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A La Plata day care center is at risk of losing its permission to operate in the town in a thorny town Board of Appeals case concerning its special exception.

Claire’s Day Care at 700 Charles St. began operating in 1977, receiving a special exception that year from the town to operate a day care in a residence.

A special exception permits property owners to operate a specific use in an area it is normally not permitted in. A Board of Appeals decides whether to grant an exception based on requirements in the zoning ordinance and subject to conditions the board can apply.

The day care’s owner, Claire Tayman Parker, said she leased her property to Patrice Dyson in 2010 after Parker’s husband became ill. Parker said when Dyson’s father became ill this year, she agreed to take back the day care center.

However, one of the conditions of her exception was that the exception expires when her property is leased to someone else or remains vacant for six months.

Parker said she had applied to the Board of Appeals to get her special exception reinstated when town staff informed her that the town erred in granting an exception to her in 1977.

According to the town staff report for the case, town staff recommended that the board not allow her to continue operating her business because in 1977, the town’s zoning code required owners of day care centers that receive special exceptions in the R-8 zone to reside at the property. Parker did not reside at the property in 1977, according to the town staff’s report.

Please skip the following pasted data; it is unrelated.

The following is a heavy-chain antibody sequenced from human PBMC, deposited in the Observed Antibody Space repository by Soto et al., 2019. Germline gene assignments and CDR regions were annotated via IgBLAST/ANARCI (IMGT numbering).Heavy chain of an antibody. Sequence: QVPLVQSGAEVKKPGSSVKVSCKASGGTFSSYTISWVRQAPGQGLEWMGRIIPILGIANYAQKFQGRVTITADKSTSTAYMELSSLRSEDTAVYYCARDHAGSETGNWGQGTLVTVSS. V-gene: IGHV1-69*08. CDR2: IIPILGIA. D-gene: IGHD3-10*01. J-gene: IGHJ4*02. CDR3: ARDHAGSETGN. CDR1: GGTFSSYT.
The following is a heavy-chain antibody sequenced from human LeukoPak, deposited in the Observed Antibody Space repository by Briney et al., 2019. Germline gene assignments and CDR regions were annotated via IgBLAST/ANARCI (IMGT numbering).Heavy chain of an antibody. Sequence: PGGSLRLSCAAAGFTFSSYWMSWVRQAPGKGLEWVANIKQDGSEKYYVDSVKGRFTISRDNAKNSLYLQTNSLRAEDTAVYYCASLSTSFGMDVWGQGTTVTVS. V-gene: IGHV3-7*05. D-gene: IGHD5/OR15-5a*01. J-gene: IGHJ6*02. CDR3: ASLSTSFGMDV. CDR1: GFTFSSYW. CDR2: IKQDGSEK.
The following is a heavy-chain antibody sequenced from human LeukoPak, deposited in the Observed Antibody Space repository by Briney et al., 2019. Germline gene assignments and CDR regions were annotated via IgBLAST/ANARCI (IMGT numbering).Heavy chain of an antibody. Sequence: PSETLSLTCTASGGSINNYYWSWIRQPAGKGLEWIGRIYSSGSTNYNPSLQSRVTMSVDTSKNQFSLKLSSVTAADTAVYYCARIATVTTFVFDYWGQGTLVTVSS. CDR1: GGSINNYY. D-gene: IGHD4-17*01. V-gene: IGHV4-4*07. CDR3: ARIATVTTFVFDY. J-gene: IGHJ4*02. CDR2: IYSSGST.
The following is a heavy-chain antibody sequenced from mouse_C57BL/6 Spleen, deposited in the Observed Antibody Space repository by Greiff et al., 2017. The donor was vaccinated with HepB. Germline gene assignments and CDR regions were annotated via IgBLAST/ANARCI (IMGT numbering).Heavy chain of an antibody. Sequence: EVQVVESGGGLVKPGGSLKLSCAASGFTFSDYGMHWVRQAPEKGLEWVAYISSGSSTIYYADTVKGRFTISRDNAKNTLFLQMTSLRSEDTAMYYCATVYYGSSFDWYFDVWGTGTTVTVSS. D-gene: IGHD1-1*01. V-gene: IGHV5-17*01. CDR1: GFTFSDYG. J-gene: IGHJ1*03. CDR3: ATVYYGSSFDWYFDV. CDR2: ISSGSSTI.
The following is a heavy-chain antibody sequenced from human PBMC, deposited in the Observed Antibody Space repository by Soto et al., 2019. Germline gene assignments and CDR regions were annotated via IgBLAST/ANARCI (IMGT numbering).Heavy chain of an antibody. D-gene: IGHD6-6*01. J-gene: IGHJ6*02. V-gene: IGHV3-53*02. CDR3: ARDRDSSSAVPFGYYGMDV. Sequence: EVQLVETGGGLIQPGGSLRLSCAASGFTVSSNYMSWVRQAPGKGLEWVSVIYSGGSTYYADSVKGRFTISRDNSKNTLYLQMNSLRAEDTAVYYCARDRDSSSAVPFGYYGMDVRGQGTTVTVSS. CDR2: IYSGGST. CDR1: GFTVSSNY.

Parker currently resides in Indian Head.

Today, the zoning code permits child care centers in residential zones that are on an established church or school property, according to the town’s staff report.

Parker’s attorney, Tom Mudd of Mudd, Mudd & Fitzgerald, said that the day care center should be considered a nonconforming use, meaning that the use does not conform to zoning laws but is allowed to continue to operate.

Since the town continued to permit the day care center through several rezonings and when Parker requested expansions, the property should be considered a nonconforming use, Mudd said.

Parker requested an expansion in 1986 to allow 20 children in her day care, which the town Board of Appeals approved. Currently, the day care hosts 11 children.

Parker said she has not had problems with the town before and has only been concerned with the welfare of children in operating her business.

“If they made the rules to follow and the town said they did something wrong, why should I have to go through all this?” Parker said.

“What they’re doing is not fair to children in the center and to me,” Parker said.

The case began Aug. 23 when the board permitted Parker to take 60 days to gather additional arguments in the case. There was only one board member at the Oct. 25 meeting who knew the case details, so the board agreed to continue the meeting Nov. 8.

A decision could come Thursday from the town’s Board of Appeals whether to keep Claire’s Day Care open or close the day care’s doors.

Mudd said he was hopeful that Claire’s Day Care would be permitted to operate as a nonconforming use, though he acknowledged that the town would need to admit an error, which government does not usually do.

“She’s been a good citizen and provides a much needed service. Hopefully the town will act to permit the continuance of a small business,” Mudd said.